Accounts receivables guide for small businesses

If you sell goods or services to your customers on credit, your business will always have an accounts receivable balance in your general ledger. Accounts receivable reflects the amount of money owed to your business from the goods and services that you provided your customers on a credit basis. It’s important for business owners to manage their accounts receivable properly, from initial credit application to collection of the accounts receivable balance. For non-card and non-cash sales, a small business needs a comprehensive strategy to maximize the value of accounts receivable.

Automate: Accounts receivable programs are inexpensive and generate professional-looking invoices. These programs allow you to enter new credit-based sales, track payments and report unpaid items by age. A/R programs usually integrate with other parts of an accounting system, including general ledger and financial reporting. Unless your small business makes very few sales and you have a lot of time on your hands, it’s not hard to justify the few hundred dollars needed for a typical small business accounting package.

Credit Management: The Fair Credit Reporting Act allows you to buy a credit report on a customer seeking credit. These reports reveal previous credit problems and assign a score to each consumer. You can reduce the number of A/R collection problems by approving credit only for customers with a relatively high minimum credit score. The downside is that you may disqualify potential good customers. However, to protect its profit margins, a small company might decide it better to reduce potential collection problems at the expense of lost sales.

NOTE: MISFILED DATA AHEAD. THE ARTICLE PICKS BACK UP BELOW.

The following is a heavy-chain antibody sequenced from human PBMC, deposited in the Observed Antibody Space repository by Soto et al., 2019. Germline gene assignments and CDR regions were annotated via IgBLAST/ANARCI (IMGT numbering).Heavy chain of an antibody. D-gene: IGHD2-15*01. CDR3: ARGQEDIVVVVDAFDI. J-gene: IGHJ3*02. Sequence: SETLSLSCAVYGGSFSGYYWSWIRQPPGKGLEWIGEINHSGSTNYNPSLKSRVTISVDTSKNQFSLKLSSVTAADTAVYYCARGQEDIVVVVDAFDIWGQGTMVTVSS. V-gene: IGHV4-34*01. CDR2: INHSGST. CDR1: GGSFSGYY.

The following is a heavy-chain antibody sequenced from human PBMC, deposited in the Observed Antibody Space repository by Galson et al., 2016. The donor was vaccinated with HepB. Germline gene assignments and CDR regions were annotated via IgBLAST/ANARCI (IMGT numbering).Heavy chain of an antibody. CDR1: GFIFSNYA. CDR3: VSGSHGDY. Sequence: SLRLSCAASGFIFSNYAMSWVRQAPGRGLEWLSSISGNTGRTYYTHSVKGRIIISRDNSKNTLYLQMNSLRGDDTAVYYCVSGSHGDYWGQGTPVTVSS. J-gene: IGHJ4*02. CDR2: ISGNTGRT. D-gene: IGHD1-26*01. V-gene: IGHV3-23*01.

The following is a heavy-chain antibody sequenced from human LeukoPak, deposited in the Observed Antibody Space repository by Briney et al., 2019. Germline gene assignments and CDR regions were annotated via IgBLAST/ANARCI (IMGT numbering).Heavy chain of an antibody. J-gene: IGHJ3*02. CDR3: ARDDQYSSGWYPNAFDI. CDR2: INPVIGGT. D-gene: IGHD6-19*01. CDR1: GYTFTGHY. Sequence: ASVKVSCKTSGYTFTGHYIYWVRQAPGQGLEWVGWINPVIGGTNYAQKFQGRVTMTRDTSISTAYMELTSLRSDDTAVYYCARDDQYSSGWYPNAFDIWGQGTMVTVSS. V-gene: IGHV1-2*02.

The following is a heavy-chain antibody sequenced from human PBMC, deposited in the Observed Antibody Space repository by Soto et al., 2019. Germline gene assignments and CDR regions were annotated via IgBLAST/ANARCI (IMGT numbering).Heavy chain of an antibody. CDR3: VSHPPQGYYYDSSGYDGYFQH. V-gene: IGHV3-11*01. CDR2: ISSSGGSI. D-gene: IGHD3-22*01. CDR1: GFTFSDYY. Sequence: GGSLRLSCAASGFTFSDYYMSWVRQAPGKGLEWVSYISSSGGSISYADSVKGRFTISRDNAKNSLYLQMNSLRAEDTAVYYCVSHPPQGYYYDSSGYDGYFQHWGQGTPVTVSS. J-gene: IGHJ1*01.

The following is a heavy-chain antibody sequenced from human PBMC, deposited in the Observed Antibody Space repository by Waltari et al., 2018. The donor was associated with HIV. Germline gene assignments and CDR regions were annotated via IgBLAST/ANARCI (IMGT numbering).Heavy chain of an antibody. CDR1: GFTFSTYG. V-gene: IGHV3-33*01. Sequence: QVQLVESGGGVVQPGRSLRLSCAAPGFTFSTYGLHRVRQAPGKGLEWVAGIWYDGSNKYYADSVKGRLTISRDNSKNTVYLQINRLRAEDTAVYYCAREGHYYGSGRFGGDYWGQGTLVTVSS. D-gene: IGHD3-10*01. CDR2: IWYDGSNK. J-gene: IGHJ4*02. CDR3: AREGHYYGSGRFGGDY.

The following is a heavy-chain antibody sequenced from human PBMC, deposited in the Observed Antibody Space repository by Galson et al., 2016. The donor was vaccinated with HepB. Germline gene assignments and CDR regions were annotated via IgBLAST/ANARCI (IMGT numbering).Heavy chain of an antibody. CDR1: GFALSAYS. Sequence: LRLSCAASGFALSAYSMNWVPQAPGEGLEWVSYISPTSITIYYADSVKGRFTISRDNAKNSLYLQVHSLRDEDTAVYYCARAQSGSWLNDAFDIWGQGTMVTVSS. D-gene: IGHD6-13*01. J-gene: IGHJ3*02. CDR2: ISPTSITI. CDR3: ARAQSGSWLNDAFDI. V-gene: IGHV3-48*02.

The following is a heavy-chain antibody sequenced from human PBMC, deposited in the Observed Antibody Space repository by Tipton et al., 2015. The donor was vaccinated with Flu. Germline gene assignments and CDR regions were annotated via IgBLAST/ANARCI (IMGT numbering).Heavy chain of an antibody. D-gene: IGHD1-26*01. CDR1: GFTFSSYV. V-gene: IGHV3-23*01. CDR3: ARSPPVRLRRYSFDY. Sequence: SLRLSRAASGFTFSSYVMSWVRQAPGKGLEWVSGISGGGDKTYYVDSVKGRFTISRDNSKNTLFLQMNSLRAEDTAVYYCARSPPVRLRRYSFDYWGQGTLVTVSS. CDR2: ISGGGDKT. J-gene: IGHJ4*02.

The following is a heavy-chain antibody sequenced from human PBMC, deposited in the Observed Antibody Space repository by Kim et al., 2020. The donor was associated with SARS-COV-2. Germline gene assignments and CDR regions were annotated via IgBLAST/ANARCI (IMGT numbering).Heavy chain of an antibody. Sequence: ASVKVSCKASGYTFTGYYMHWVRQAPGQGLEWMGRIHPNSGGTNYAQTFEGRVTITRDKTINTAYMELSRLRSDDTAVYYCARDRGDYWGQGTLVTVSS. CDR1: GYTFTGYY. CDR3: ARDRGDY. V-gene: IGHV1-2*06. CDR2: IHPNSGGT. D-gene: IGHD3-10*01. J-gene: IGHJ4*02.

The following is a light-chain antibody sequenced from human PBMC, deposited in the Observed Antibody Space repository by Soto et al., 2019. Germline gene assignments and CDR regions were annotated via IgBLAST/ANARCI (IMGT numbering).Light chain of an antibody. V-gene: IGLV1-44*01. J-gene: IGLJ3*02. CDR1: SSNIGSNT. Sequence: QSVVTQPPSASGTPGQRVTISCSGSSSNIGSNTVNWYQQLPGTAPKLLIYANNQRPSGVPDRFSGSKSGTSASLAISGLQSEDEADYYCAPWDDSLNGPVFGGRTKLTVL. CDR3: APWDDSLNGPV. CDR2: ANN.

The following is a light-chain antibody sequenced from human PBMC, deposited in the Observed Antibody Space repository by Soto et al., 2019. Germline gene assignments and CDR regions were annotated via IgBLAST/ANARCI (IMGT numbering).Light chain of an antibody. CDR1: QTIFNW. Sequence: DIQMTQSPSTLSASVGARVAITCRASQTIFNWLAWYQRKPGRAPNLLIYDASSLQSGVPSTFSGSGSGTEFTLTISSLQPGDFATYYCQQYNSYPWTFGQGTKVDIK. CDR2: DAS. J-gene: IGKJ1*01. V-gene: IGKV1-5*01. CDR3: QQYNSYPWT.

Third-Party Collections: You can hire a bank or similar agent to receive and credit payments on your behalf. The third-party might receive payments electronically or through the mail. A “retail lockbox” is a facility to intercept and record these payments onto your accounts receivable. This may be beneficial to a small business that has many customers who mail in checks for an ongoing service or a recurring merchandise order, such as a wine-of-the-month club. The same lockbox service can extend to electronic accounts that customers access to make payments over the Internet.

Factoring: You can sell your accounts receivable for a percentage of its balance, a practice called factoring. A bank or commercial factor pays you a specified percentage upfront, such as 80 per cent, of the A/R balance, relieving you of the need to wait for collections. When the factor collects the bill, it remits part of the remainder to you and keeps some as a fee. This can be a useful tool if your working capital is low, and you need to get your hands on some quick cash. Also, by receiving most of your cash right away from the factor, you can purchase new inventory sooner and thus accelerate your inventory turnover. You still may have to write down unpaid receivables, but only the remainder you would have received had the factor collected.